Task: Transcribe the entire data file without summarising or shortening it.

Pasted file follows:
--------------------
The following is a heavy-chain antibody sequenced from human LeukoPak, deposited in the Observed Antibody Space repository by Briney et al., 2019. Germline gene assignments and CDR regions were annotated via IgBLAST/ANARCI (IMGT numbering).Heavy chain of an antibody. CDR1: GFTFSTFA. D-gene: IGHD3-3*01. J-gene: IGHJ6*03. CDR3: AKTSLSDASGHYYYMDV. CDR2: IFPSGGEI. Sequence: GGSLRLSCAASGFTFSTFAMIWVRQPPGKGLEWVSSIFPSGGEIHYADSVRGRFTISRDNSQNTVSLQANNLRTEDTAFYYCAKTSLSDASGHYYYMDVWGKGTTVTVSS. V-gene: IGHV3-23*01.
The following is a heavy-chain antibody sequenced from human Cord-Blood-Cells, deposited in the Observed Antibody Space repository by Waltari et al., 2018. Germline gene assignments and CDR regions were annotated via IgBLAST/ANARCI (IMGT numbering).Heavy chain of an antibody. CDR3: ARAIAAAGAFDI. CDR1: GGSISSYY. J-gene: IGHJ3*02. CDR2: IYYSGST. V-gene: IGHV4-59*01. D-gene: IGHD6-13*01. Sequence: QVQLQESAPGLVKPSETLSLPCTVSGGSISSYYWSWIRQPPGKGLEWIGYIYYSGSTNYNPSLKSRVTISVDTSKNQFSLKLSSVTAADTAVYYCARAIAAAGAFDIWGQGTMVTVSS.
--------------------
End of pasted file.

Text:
The following is a heavy-chain antibody sequenced from human LeukoPak, deposited in the Observed Antibody Space repository by Briney et al., 2019. Germline gene assignments and CDR regions were annotated via IgBLAST/ANARCI (IMGT numbering).Heavy chain of an antibody. CDR1: GFTFSTFA. D-gene: IGHD3-3*01. J-gene: IGHJ6*03. CDR3: AKTSLSDASGHYYYMDV. CDR2: IFPSGGEI. Sequence: GGSLRLSCAASGFTFSTFAMIWVRQPPGKGLEWVSSIFPSGGEIHYADSVRGRFTISRDNSQNTVSLQANNLRTEDTAFYYCAKTSLSDASGHYYYMDVWGKGTTVTVSS. V-gene: IGHV3-23*01.
The following is a heavy-chain antibody sequenced from human Cord-Blood-Cells, deposited in the Observed Antibody Space repository by Waltari et al., 2018. Germline gene assignments and CDR regions were annotated via IgBLAST/ANARCI (IMGT numbering).Heavy chain of an antibody. CDR3: ARAIAAAGAFDI. CDR1: GGSISSYY. J-gene: IGHJ3*02. CDR2: IYYSGST. V-gene: IGHV4-59*01. D-gene: IGHD6-13*01. Sequence: QVQLQESAPGLVKPSETLSLPCTVSGGSISSYYWSWIRQPPGKGLEWIGYIYYSGSTNYNPSLKSRVTISVDTSKNQFSLKLSSVTAADTAVYYCARAIAAAGAFDIWGQGTMVTVSS.